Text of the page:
Chile’s center-right President Sebastián Piera signed a measure allowing same-sex marriage into law on Thursday, only days after Congress approved it in a historic vote.
The law “equalizes all love connections between two individuals,” Piera stated during a ceremony attended by LGBT activists, civil society groups, politicians, and officials at the La Moneda government palace.
After a decade-long court struggle and with the country precariously positioned ahead of a pivotal election this month, lawmakers enacted the bill on Tuesday, marking a watershed moment for the conservative South American nation.
“All couples who so wish, regardless of their sexual orientation, will be able to live love, marry and form a family with all the dignity and legal protection they need and deserve,” Piñera said.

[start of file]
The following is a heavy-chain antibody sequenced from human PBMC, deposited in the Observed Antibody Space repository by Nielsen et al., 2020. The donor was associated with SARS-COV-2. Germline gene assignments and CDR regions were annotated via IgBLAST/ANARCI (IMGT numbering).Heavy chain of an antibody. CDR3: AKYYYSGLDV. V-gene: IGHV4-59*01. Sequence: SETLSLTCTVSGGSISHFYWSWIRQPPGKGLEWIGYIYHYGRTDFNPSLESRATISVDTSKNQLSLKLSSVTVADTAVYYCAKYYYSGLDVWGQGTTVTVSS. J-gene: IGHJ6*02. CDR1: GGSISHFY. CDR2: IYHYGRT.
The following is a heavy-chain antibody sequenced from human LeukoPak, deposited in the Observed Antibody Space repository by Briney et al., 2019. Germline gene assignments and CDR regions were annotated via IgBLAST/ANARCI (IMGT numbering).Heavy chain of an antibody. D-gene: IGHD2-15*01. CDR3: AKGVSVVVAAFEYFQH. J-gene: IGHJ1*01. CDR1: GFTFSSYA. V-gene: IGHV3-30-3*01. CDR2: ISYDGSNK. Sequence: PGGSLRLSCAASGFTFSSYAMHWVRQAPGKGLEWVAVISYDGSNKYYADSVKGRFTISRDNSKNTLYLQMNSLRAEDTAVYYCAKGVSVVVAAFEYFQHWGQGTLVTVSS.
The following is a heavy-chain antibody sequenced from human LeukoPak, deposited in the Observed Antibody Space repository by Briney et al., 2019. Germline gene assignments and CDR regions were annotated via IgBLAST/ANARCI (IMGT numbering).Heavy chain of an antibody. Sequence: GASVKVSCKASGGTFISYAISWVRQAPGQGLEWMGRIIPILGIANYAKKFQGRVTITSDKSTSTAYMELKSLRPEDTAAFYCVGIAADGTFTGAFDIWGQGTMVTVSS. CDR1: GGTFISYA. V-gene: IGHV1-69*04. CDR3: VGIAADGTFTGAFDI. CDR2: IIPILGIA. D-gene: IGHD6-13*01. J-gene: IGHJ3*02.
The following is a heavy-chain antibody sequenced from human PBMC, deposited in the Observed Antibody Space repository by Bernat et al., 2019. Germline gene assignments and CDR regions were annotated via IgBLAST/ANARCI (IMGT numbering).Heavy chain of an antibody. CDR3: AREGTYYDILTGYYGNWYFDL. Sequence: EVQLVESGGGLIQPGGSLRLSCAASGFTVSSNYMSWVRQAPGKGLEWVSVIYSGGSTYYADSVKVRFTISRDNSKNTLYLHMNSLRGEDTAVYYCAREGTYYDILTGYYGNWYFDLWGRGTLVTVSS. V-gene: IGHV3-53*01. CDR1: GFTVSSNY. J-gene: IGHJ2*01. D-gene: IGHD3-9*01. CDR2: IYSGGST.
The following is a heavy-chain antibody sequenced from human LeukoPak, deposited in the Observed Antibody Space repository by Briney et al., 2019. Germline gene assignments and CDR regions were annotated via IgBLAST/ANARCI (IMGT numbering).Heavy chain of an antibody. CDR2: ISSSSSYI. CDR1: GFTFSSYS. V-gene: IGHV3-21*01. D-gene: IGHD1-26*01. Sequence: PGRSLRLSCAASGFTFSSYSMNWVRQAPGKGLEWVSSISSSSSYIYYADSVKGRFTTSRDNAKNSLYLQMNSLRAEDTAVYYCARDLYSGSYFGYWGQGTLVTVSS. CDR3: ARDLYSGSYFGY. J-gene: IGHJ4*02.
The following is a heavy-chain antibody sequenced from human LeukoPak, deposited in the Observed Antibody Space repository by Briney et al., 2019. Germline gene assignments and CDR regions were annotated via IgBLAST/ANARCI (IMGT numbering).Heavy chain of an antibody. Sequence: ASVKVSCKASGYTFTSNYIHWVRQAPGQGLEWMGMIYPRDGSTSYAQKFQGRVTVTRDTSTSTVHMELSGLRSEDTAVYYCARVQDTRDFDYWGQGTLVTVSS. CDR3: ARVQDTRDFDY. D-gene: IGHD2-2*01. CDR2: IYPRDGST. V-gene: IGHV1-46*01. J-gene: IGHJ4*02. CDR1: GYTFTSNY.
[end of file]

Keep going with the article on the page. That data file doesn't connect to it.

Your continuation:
Chile has long had a conservative reputation even among its strongly Roman Catholic peers in Latin America. Still, most Chileans now support same-sex marriage and have shown signs of becoming more liberal on social and cultural issues in recent years.
Civil unions have been permitted in Chile since 2015, which affords same-sex partners many but not all the benefits of married couples, like the right to adoption.